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FY-Only/UROP: Auditing the U.S. Heritage Landscape
11: Urban Studies and Planning
# students: 5 The death of George Floyd on May 25, 2020, in Minneapolis, USA, led to sustained protests, rallies, and public outcry against systemic racism. People turned out in public spaces, and they also took action to contest and transform those public spaces both literally and symbolically: A two-block street section in Washington D.C. was renamed to "Black Lives Matter Plaza". A statue of Christopher Columbus in Boston was beheaded. Protesters and right-wing militiamen clashed in New Mexico in front of a statue of conquistador Juan de Oñate. What these recent flashpoints have in common is that they are using the heritage landscape of the city—its collection of commemorative street names and monuments—as a site of contestation. Why has the heritage landscape, typically part of the unobtrusive backdrop of urban space, become such a locus of collective attention? The Data + Feminism Lab is creating a national-scale big data archive and set of data visualizations about monuments and streets that are being contested in the U.S. context. Our goal is to use data visualization to highlight inequities as well as sites of transformation in the heritage landscape. We also plan to make our large-scale dataset available to researchers, journalists, and community organizers. In Fall 2020, the Data + Feminism Lab will assemble a cohort of 5-7 undergraduate student researchers to help us audit the heritage landscape in the U.S. We are using traditional research methods, such as desk research and archival searches to determine who a place is named after, as well as more automated methods of collecting information, such as web scraping and connecting with APIs. Each student will choose either a person ("Christopher Columbus", "Harriet Tubman") or a place ("Navajo Nation", "Philadelphia metro region"). They will research that person in the national heritage landscape and built environment, find out where sites with their names are being contested, undertake spatial analysis, and data visualization to present their results. We see this cohort experience as both a learning opportunity, a research opportunity, and a community-building opportunity for first-year students. We will have a bi-weekly all-lab meeting that the students will participate in, so they will be exposed to the other research in the lab as well as the work of grad students at various levels (masters and Ph.D.). Students will meet weekly as a group as well as work on lunches and events that help build community. As the culmination of their research, each student will write a data visualization and storytelling piece for the Data + Feminism Lab blog that details what they found and how they integrate that knowledge in relation to current events, their own identity, and the U.S. heritage landscape. Some logistics: This opportunity is for first-year students only. BIPOC students, women, and trans* students especially encouraged to apply. Estimated hours per week: 5-10 Time period: Fall 2020 Wage rate: $13/hour, Maximum of $1,900 per student This is a remote opportunity. Required documents: CV 200-500 word statement about why you are interested in the position and any relevant experience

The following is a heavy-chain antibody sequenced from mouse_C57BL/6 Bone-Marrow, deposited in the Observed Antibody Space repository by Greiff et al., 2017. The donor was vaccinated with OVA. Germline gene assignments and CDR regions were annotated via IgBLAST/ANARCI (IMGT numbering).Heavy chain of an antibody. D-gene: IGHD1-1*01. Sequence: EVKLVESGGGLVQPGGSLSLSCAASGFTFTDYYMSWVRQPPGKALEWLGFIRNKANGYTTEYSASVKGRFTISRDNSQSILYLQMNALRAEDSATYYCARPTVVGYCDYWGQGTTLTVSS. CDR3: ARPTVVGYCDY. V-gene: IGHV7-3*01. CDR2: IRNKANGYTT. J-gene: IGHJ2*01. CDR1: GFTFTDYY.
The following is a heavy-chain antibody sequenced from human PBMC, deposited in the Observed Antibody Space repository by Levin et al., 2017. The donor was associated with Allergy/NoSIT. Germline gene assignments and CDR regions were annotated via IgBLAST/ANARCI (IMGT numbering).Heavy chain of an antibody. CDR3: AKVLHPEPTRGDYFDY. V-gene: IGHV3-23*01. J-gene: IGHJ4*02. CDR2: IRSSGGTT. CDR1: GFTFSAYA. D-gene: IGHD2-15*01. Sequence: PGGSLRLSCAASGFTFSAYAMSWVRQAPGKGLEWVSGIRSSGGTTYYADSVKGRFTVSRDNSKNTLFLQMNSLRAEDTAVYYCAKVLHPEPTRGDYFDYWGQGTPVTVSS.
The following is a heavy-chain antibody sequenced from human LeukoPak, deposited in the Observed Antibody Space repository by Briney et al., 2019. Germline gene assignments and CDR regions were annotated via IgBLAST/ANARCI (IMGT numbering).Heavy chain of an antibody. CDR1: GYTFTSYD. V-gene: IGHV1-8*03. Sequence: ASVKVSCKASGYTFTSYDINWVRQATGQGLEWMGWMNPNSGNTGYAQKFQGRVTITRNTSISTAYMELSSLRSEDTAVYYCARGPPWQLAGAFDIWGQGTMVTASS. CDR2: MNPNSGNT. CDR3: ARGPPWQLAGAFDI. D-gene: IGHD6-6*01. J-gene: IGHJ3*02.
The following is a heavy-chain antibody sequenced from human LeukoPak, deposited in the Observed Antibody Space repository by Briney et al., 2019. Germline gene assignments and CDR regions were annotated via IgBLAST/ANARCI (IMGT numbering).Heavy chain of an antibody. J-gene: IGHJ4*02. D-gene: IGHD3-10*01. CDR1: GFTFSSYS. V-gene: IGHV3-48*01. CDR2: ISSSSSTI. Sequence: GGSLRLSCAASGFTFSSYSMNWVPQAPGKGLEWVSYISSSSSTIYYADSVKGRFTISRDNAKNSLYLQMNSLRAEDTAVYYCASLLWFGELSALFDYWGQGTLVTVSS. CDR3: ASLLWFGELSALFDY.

No required skills. We seek people that have an interest in U.S. history, big data, data visualization, the built environment, and social justice.